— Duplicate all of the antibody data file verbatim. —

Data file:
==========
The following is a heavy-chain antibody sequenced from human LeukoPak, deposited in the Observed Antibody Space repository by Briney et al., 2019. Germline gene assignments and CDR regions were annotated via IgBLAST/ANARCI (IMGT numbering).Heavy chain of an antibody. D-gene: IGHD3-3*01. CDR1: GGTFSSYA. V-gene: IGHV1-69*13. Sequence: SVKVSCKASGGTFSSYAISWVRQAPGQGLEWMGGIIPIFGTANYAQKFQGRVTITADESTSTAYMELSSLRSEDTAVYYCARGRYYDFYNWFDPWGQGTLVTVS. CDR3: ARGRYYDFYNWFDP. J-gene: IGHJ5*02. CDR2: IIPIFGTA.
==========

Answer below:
The following is a heavy-chain antibody sequenced from human LeukoPak, deposited in the Observed Antibody Space repository by Briney et al., 2019. Germline gene assignments and CDR regions were annotated via IgBLAST/ANARCI (IMGT numbering).Heavy chain of an antibody. D-gene: IGHD3-3*01. CDR1: GGTFSSYA. V-gene: IGHV1-69*13. Sequence: SVKVSCKASGGTFSSYAISWVRQAPGQGLEWMGGIIPIFGTANYAQKFQGRVTITADESTSTAYMELSSLRSEDTAVYYCARGRYYDFYNWFDPWGQGTLVTVS. CDR3: ARGRYYDFYNWFDP. J-gene: IGHJ5*02. CDR2: IIPIFGTA.